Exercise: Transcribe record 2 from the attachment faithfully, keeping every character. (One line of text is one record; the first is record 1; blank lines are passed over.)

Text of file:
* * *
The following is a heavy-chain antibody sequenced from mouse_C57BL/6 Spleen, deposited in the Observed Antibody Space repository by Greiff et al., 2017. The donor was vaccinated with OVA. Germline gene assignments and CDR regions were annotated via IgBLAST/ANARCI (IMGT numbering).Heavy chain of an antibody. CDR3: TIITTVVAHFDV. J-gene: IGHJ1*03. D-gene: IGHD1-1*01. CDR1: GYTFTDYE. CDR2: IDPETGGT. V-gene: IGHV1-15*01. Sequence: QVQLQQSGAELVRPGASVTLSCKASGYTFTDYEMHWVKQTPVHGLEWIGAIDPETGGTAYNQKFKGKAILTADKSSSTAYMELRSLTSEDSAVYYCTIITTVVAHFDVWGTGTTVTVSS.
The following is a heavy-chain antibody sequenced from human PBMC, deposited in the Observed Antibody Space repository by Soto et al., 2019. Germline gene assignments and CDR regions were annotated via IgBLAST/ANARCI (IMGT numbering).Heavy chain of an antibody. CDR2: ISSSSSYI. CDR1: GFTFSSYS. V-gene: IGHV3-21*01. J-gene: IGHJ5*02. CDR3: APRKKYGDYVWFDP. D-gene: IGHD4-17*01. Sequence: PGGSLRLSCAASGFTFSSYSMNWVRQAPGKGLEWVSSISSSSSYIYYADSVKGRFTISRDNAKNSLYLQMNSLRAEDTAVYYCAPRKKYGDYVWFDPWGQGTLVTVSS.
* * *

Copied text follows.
The following is a heavy-chain antibody sequenced from human PBMC, deposited in the Observed Antibody Space repository by Soto et al., 2019. Germline gene assignments and CDR regions were annotated via IgBLAST/ANARCI (IMGT numbering).Heavy chain of an antibody. CDR2: ISSSSSYI. CDR1: GFTFSSYS. V-gene: IGHV3-21*01. J-gene: IGHJ5*02. CDR3: APRKKYGDYVWFDP. D-gene: IGHD4-17*01. Sequence: PGGSLRLSCAASGFTFSSYSMNWVRQAPGKGLEWVSSISSSSSYIYYADSVKGRFTISRDNAKNSLYLQMNSLRAEDTAVYYCAPRKKYGDYVWFDPWGQGTLVTVSS.